Stitch with something to say

Before I visited Festival of Quilts earlier this year, I was thinking about another world where something other than quilts were on display in a huge, annual competition. I was inspired by Fashion Fictions which Dr Amy Twigger Holroyd introduced in Making Meaning Live where alternative versions of the world are explored where there are restrictions on clothing or fabric production as a way of creatively imagining ways to address over-production and over-consumption.

First of all I pondered a world where it wasn’t possible to buy new fabric to cut up and sew it back together into patchwork… where we had to use scraps to make patchwork for practical purposes if cloth wasn’t so over-abundant and little-valued like it is here and now.

I was also thinking about alternative cloth / sewn things that might have become popular to make other than quilts. Why have quilts become the thing we make for pleasure, creativity or retail? What if patchwork had never grown into the art form it is now? What other large-scale textiles might there be on display? Flags? Sails? Banners? Unique handmade garments? 

That led me down a route of thinking about protest banners and political or social banners which were so important in the 19th century and how they are such a small part of our textile world now compared to quilts. Banners were an extraordinary art form in the 19th and early 20th century and an important means for women to use their skills and creativity to further a cause or social issue or promote a sense of belonging for a community. It’s something I keep coming back to myself for my own work – and I’ve started in a miniature way with my Protest Pincushion, a tiny sort of banner! (This was not in the Festival of Quilts because it’s too small and it’s not a quilt.)

Community quilts and group textile project, sometimes with a political or social message, were such a big thing during the pandemic and this demonstrated just how powerful and meaningful collective message-making.  I found it so interesting to explore this in the Textiles in Lockdown podcast which I’ve republished as Making Meaning episode 18.

Thinking about this has made me appreciate group quilts and projects more and I’m really interested in exploring what is out there in the world of textile with a message. I visited the banners exhibition in the Textile Biennial in 2019 which was really amazing but it makes me sad and frustrated that banners aren’t as well-explored art form as quilts and there isn’t a place for banners to be shown annually, to be awarded prizes and publicity and where we can come together to make textiles that have a positive impact and use resources consciously. 

So let’s imagine a fictional world where using precious textile resources was only acceptable when the finished piece had to say something. It had to be activist, community-made or share a message. Imagine those halls of the NEC full of protest banners or social group banners proclaiming their important social message. There is a competition for the best banner in a number of categories such as activism, community groups, human rights, image-based, text-based, political… and then I thought why aren’t they the groupings that quilts are entered into now? Why isn’t there a ‘statement’ category at Festival of Quilts? I really think there should be.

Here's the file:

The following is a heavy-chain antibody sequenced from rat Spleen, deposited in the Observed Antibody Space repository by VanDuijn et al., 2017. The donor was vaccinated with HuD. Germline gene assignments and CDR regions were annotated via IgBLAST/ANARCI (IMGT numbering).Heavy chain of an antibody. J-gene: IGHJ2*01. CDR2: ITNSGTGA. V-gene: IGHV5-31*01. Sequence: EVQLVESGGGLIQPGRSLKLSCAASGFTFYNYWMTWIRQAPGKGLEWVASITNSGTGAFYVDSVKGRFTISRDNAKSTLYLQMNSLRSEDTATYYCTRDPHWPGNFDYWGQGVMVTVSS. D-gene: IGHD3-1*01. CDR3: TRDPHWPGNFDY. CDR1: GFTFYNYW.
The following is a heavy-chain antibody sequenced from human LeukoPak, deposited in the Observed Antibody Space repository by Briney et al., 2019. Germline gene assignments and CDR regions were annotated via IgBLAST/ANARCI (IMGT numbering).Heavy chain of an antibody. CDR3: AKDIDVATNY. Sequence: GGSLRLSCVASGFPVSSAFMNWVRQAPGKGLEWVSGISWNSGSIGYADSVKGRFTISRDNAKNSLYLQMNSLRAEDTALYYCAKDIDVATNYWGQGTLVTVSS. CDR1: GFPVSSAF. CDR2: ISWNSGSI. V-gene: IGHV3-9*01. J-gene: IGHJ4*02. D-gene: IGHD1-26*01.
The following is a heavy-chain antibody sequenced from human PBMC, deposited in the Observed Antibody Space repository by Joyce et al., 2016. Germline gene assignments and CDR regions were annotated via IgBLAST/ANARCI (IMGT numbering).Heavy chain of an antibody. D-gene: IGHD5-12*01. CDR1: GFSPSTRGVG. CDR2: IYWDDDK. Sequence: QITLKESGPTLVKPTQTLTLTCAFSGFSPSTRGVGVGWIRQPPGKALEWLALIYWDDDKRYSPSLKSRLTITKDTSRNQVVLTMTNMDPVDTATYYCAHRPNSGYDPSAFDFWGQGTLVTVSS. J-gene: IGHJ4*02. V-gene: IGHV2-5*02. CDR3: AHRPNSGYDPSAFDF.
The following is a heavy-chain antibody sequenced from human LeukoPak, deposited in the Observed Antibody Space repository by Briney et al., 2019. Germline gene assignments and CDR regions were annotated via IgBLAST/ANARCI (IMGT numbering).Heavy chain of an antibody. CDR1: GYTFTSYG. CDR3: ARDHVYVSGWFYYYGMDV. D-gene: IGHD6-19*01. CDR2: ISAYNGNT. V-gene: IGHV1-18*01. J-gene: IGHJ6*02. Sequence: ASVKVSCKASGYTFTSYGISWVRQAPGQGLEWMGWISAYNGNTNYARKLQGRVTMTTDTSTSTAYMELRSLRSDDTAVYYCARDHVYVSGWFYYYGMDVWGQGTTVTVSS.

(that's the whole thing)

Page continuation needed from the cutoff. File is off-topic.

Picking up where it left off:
So with all these thoughts in mind, I visited the Festival of Quilts with the intention of seeing just how many pieces in the open competition had an obvious political, social, personal or community message. I know there will be some I didn’t see and I’m sure there were plenty of others that had a message but it wasn’t visually immediately obvious and was maybe more apparent in the artist statements in the catalogue, but I didn’t have one and very much didn’t have time to read them all.

I was so delighted to find so many with a message ranging from very subtle commentary within quilts to pieces overtly political or with a powerful, meaningful statement. I expected to find pieces made by groups with a strong meaning or message and I was amply rewarded. Quilts have a great history of being used by groups to come together and share emotions or to make a point or a message, partly because of their ideal format for individuals to make a piece which is then assembled into a whole. It really is a great vehicle for community practice and one which I have used myself many times.

The Grenfell Memorial Quilts were by far the most impactful pieces at the show, partly due to the size of them but mainly due to the impact and meaning behind them. I can’t help feeling though that they didn’t get the space, prominence or display impact they deserved, maybe because they are wonky and imperfect and very much community-made which is always a contrast to the perfection of competition quilts. There’s a place for both of course. I would LOVE to see community arts practice given the stage it really deserves in galleries and in society but that’s probably another blog post / life’s work.